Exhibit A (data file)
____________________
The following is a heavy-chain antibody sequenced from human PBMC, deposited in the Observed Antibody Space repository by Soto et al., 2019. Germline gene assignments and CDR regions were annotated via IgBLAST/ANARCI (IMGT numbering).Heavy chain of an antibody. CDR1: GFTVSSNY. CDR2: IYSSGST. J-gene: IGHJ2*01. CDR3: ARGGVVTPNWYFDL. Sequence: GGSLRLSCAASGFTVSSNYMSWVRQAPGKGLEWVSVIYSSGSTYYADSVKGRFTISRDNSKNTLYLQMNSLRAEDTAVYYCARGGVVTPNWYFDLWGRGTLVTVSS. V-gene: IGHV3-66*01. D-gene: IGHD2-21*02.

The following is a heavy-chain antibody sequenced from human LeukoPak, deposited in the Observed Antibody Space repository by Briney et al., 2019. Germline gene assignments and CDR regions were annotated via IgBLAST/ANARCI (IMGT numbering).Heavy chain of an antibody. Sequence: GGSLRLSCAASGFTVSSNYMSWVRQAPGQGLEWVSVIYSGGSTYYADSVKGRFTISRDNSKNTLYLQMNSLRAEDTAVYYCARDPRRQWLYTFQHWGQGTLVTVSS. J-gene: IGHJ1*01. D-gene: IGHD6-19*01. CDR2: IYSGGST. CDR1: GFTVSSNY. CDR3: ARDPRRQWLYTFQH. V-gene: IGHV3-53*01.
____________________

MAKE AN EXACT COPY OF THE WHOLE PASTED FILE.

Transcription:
The following is a heavy-chain antibody sequenced from human PBMC, deposited in the Observed Antibody Space repository by Soto et al., 2019. Germline gene assignments and CDR regions were annotated via IgBLAST/ANARCI (IMGT numbering).Heavy chain of an antibody. CDR1: GFTVSSNY. CDR2: IYSSGST. J-gene: IGHJ2*01. CDR3: ARGGVVTPNWYFDL. Sequence: GGSLRLSCAASGFTVSSNYMSWVRQAPGKGLEWVSVIYSSGSTYYADSVKGRFTISRDNSKNTLYLQMNSLRAEDTAVYYCARGGVVTPNWYFDLWGRGTLVTVSS. V-gene: IGHV3-66*01. D-gene: IGHD2-21*02.

The following is a heavy-chain antibody sequenced from human LeukoPak, deposited in the Observed Antibody Space repository by Briney et al., 2019. Germline gene assignments and CDR regions were annotated via IgBLAST/ANARCI (IMGT numbering).Heavy chain of an antibody. Sequence: GGSLRLSCAASGFTVSSNYMSWVRQAPGQGLEWVSVIYSGGSTYYADSVKGRFTISRDNSKNTLYLQMNSLRAEDTAVYYCARDPRRQWLYTFQHWGQGTLVTVSS. J-gene: IGHJ1*01. D-gene: IGHD6-19*01. CDR2: IYSGGST. CDR1: GFTVSSNY. CDR3: ARDPRRQWLYTFQH. V-gene: IGHV3-53*01.